Arts Help Digitizes Climate Library With $6M Fund

The nonprofit arts help is launching a $6 million fund to build the world’s first digital climate library to provide public access to the archives of the United Nations Framework Convention on Climate Change. The library will include documents dating back to when the convention was founded in 1992 and will be accessible through a website and app.

The outdated cataloging methods used by the UNFCCC necessitate the organization of many of its documents in a way that makes it difficult to find information. This problem is compounded by the fact that many of these papers are in poor condition, which means they often do not survive for long periods of time.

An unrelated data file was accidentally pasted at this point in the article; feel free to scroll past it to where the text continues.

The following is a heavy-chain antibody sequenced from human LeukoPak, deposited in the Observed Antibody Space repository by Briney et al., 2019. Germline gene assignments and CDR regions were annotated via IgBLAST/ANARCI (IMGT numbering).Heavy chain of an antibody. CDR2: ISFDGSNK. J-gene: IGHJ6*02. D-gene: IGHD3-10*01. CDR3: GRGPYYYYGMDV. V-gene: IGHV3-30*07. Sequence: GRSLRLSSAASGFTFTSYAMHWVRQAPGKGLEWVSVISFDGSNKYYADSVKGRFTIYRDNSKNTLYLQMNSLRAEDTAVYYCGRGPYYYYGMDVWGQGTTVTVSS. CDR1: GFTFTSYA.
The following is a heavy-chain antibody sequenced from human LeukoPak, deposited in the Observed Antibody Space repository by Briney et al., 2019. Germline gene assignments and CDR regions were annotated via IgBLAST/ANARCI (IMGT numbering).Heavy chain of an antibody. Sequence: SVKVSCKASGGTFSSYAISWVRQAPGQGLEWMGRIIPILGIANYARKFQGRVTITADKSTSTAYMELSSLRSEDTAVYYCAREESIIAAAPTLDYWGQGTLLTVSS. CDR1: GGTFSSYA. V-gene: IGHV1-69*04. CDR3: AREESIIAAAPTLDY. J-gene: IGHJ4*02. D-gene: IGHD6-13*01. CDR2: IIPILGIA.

Gonhiem is hoping to make the treaty’s long legacy even more evident by digitizing its various documents and recordings. Making them searchable and available for anyone would be a monumental accomplishment, especially considering how easily these files can become damaged or lost over time. Gonhiem is making sure that this legacy will be preserved for future generations to enjoy

Incorporating art and creativity into sustainability projects is not a new phenomenon. However, the UNFCCC recognizes the urgency of this initiative and has given it high priority. By combining innovation with technology, arts, and sustainability, we can create spaces that are more inclusive and engaging for all.

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Max Chen

Max Chen is an AI expert and journalist with a focus on the ethical and societal implications of emerging technologies. He has a background in computer science and is known for his clear and concise writing on complex technical topics. He has also written extensively on the potential risks and benefits of AI, and is a frequent speaker on the subject at industry conferences and events.

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